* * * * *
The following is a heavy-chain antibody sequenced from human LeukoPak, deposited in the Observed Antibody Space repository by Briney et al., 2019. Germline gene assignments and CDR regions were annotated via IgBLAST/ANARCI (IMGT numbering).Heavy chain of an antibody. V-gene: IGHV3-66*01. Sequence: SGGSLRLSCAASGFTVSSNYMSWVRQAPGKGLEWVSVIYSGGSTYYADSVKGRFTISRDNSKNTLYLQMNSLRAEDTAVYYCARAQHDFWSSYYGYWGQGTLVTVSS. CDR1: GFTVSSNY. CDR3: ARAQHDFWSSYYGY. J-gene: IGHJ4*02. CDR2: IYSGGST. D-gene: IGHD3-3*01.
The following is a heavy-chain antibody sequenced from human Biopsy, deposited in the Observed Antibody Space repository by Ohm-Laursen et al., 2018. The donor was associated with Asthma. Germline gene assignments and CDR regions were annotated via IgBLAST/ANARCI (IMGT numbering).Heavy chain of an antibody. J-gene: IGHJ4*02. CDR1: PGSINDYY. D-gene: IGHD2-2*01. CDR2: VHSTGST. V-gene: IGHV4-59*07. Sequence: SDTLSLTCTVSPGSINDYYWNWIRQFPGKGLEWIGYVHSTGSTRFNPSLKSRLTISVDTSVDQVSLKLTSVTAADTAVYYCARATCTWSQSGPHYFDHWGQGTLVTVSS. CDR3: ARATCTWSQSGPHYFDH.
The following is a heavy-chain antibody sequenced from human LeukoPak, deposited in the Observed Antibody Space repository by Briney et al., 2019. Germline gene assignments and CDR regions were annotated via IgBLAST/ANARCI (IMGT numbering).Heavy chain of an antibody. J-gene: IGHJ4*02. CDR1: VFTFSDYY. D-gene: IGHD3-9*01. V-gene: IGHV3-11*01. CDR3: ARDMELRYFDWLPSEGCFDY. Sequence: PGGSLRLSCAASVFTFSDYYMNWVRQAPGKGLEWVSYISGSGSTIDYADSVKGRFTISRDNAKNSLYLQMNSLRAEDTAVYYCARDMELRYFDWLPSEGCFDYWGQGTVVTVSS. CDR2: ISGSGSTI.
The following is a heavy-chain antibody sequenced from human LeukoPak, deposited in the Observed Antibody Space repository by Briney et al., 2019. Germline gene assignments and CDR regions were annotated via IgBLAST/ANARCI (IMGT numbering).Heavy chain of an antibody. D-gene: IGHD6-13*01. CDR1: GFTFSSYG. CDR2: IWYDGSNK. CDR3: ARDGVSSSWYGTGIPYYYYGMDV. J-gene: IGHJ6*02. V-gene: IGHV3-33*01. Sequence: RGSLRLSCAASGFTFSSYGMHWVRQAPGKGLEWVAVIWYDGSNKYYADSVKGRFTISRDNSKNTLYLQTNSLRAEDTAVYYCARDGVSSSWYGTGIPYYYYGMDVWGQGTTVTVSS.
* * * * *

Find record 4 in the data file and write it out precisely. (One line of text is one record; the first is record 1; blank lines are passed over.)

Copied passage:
The following is a heavy-chain antibody sequenced from human LeukoPak, deposited in the Observed Antibody Space repository by Briney et al., 2019. Germline gene assignments and CDR regions were annotated via IgBLAST/ANARCI (IMGT numbering).Heavy chain of an antibody. D-gene: IGHD6-13*01. CDR1: GFTFSSYG. CDR2: IWYDGSNK. CDR3: ARDGVSSSWYGTGIPYYYYGMDV. J-gene: IGHJ6*02. V-gene: IGHV3-33*01. Sequence: RGSLRLSCAASGFTFSSYGMHWVRQAPGKGLEWVAVIWYDGSNKYYADSVKGRFTISRDNSKNTLYLQTNSLRAEDTAVYYCARDGVSSSWYGTGIPYYYYGMDVWGQGTTVTVSS.